When patients taking Novartis's Clozaril were switched to a generic
clozapine, no statistically significant changes were seen in a wide array of
outcomes measuring patient stability and resource utilization, according to a
study published in the August Community Mental Health Journal.
Concerns about the bioequivalence of generic and brand-name clozapine have
existed nearly as long as the generic versions of the second-generation
antipsychotic have been available. The first generic version of Clozaril was
approved by the U.S. Food and Drug Administration (FDA) on November 26, 1997.
Within roughly a year, clinicians were expressing concerns that that first
generic, made by Zenith-Goldline Pharmaceuticals, was not, in fact,
bioequivalent to the brand-name product. There were numerous reports of
patients whose symptoms became worse and even some reports of full relapse
after being switched from the branded product to the generic.
The issue became so heated that Novartis and Ivax Corp. (which makes the
Zenith-Goldline brand of generic products) threatened reciprocal legal action
in 2000 (Psychiatric News, December 15, 2000). By February 2001, the
FDA publicly stated that the data the agency had seen indicated there was no
bioequivalence problem. The FDA also said, however, that it would continue to
monitor reports of bioequivalence problems and recommended that Ivax conduct a
new complete bioequivalence study. Ivax subsequently did so, and the FDA
confirmed the drug's AB bioequivalence rating to Clozaril.
The latest study, completed by Daniel Healy, M.D., a clinical assistant
professor of psychiatry at the University of Michigan, and his colleagues,
looked at 108 adult patients aged 18 and above in a clozapine clinic at the
Washtenaw County Community Mental Health Center (CMHC) in Michigan. These 108
patients constituted all the patients being followed in the clozapine clinic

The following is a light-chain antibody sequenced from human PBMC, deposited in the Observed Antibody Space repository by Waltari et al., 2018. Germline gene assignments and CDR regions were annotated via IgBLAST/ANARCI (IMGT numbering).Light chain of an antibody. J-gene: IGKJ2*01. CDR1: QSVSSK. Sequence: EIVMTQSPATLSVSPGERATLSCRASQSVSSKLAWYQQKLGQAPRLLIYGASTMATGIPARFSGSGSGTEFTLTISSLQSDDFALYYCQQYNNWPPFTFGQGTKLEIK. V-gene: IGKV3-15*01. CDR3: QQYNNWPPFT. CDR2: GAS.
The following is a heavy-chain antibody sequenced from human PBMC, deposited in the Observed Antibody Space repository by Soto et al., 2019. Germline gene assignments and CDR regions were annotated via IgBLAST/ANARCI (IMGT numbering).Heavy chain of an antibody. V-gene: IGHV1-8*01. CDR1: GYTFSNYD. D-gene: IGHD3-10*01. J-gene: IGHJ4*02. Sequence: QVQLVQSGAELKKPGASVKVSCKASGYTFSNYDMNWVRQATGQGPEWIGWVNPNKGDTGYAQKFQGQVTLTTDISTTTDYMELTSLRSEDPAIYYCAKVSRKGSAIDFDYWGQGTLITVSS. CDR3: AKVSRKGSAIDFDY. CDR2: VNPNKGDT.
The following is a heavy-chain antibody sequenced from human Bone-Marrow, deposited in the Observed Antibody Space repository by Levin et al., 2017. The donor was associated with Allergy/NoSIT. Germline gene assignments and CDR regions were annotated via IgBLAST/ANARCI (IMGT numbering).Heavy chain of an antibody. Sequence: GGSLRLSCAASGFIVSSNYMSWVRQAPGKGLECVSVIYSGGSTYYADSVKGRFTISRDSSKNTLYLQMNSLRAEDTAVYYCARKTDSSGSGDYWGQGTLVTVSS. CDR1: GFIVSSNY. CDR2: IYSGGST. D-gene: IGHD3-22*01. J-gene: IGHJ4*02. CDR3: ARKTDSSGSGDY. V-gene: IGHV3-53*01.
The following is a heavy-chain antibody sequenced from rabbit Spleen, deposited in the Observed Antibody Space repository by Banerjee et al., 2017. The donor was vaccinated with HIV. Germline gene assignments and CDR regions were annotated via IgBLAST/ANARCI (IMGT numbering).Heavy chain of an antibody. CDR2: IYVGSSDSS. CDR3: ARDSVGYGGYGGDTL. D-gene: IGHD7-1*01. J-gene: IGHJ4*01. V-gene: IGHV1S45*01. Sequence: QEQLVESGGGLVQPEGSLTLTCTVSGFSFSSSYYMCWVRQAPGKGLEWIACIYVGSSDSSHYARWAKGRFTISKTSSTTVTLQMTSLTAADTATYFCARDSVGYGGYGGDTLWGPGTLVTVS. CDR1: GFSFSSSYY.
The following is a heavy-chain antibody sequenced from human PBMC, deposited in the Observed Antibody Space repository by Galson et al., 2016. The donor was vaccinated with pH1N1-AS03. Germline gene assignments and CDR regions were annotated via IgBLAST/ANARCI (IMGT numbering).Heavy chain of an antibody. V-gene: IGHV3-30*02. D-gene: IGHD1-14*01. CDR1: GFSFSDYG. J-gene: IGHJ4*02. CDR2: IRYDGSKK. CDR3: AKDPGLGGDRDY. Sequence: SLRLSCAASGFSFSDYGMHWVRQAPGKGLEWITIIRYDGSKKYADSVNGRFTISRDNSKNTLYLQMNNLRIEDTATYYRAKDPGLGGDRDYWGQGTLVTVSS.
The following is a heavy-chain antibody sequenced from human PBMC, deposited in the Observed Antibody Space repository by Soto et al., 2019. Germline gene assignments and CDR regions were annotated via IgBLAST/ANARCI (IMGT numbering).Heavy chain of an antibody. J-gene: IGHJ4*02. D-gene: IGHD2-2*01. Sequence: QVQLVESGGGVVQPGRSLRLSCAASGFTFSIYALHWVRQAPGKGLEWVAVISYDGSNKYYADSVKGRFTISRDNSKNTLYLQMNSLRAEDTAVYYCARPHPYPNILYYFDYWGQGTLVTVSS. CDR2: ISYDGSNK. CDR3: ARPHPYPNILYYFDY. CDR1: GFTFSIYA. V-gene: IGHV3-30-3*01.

at the time.
In an attempt to reduce pharmaceutical costs, the CMHC, along with the
University of Michigan Pharmacy Service, decided to switch patients from
Clozaril to a specific generic equivalent, made by Mylan Pharmaceuticals. The
CMHC chose Mylan, the researchers noted, because of the company's strong data
For each patient, serum clozapine levels were obtained two weeks before and
after the switch from brand to generic. A one-year retrospective examination
of each patient's records was completed prior to the switch.
Information about outpatient psychiatric visits, emergency room visits,
inpatient hospitalizations, partial-hospital or day-program utilization,
crisis-center utilization, dose of clozapine, and use of any adjunct
antipsychotic medications were collected for each patient. The same
information was collected for one year following the patients' switch to
Of the 108 patients, 62 were men and 46 women, and the average age was 42.5
years. The patient sample was overwhelmingly Caucasian; only two were
Hispanic, and 14 African American. The average daily dose of Clozaril taken by
patients prior to the switch was 452 mg (+/- 177 mg). The average dose of
clozapine after the switch was 451 mg (=/- 176 mg). No statistically
significant differences were found in serum blood levels achieved with oral
doses of clozapine compared with Clozaril.
In the year after the switch, 16 patients required an increase in dose, and
11 required a decrease in dose. Nine patients required the addition of an
adjunct antipsychotic, and three patients who were already on a second
antipsychotic had to be changed to a different antipsychotic.
Overall, there were no statistically significant differences between
Novartis's Clozaril and Mylan's clozapine as measured by inpatient hospital
days, crisis-center utilization, admissions for inpatient treatment, and
outpatient psychiatric visits for the periods studied—that is, one year
before the switch and one year after the switch. The only statistically
significant finding was a decrease in psychiatric emergency room
visits—69 for Clozaril compared with 32 for clozapine.
"These data demonstrate that there was no increase in service
utilization by patients converted to generic clozapine. In fact, all of our
measures of utilization decreased, although the decrease was significant only
for ER visits," the authors concluded.
Healy and his colleagues suggested that the lack of increase in service
utilization and the significant decline of ER use "may reflect gradual
stabilization of these patients over time or the gradual reductions of
patients using inpatient or psychiatric emergency room services in
The switch, they added, "was cost-effective, as the reduction in
pharmacy costs was not offset by increased utilization costs."
The researchers conceded that they used "proxy measures of
utilization" that "did not reflect increasing symptoms." The
researchers also noted that because patients' clinical status was not assessed
before and after the switch, "it is possible that patients did exhibit
symptom change with the switch."
An abstract of "Clinical Equivalence of Generic
Clozapine" can be accessed at<springerlink.metapress.com>
by clicking on "Browse Publications," "C,""
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